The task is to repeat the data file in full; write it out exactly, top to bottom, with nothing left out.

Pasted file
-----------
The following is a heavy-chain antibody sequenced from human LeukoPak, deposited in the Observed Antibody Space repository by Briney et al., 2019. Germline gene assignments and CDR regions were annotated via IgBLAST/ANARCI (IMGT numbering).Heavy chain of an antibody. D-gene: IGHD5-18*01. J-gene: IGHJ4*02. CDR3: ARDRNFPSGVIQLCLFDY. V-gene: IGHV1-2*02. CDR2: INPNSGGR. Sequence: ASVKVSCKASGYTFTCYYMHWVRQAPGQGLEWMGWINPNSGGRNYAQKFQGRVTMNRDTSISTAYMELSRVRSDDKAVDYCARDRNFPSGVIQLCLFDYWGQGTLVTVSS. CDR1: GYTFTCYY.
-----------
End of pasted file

The following is a heavy-chain antibody sequenced from human LeukoPak, deposited in the Observed Antibody Space repository by Briney et al., 2019. Germline gene assignments and CDR regions were annotated via IgBLAST/ANARCI (IMGT numbering).Heavy chain of an antibody. D-gene: IGHD5-18*01. J-gene: IGHJ4*02. CDR3: ARDRNFPSGVIQLCLFDY. V-gene: IGHV1-2*02. CDR2: INPNSGGR. Sequence: ASVKVSCKASGYTFTCYYMHWVRQAPGQGLEWMGWINPNSGGRNYAQKFQGRVTMNRDTSISTAYMELSRVRSDDKAVDYCARDRNFPSGVIQLCLFDYWGQGTLVTVSS. CDR1: GYTFTCYY.